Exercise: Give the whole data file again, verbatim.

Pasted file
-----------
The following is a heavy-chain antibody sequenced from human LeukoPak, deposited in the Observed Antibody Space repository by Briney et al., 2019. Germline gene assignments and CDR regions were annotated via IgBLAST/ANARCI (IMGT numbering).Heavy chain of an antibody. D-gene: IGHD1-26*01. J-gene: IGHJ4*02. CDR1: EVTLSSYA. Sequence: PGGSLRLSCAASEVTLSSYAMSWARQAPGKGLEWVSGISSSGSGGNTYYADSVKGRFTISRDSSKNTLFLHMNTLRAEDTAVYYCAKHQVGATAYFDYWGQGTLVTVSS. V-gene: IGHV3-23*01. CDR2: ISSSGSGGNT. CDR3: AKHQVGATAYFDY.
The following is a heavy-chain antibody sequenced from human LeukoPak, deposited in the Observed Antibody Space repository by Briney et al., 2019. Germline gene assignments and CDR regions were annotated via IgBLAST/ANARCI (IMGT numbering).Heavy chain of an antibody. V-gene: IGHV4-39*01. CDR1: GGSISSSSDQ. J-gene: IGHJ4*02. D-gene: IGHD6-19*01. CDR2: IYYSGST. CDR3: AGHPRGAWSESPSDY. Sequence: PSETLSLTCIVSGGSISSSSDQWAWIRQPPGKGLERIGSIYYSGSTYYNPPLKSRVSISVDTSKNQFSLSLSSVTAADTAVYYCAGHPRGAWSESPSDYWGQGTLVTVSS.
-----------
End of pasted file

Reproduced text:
The following is a heavy-chain antibody sequenced from human LeukoPak, deposited in the Observed Antibody Space repository by Briney et al., 2019. Germline gene assignments and CDR regions were annotated via IgBLAST/ANARCI (IMGT numbering).Heavy chain of an antibody. D-gene: IGHD1-26*01. J-gene: IGHJ4*02. CDR1: EVTLSSYA. Sequence: PGGSLRLSCAASEVTLSSYAMSWARQAPGKGLEWVSGISSSGSGGNTYYADSVKGRFTISRDSSKNTLFLHMNTLRAEDTAVYYCAKHQVGATAYFDYWGQGTLVTVSS. V-gene: IGHV3-23*01. CDR2: ISSSGSGGNT. CDR3: AKHQVGATAYFDY.
The following is a heavy-chain antibody sequenced from human LeukoPak, deposited in the Observed Antibody Space repository by Briney et al., 2019. Germline gene assignments and CDR regions were annotated via IgBLAST/ANARCI (IMGT numbering).Heavy chain of an antibody. V-gene: IGHV4-39*01. CDR1: GGSISSSSDQ. J-gene: IGHJ4*02. D-gene: IGHD6-19*01. CDR2: IYYSGST. CDR3: AGHPRGAWSESPSDY. Sequence: PSETLSLTCIVSGGSISSSSDQWAWIRQPPGKGLERIGSIYYSGSTYYNPPLKSRVSISVDTSKNQFSLSLSSVTAADTAVYYCAGHPRGAWSESPSDYWGQGTLVTVSS.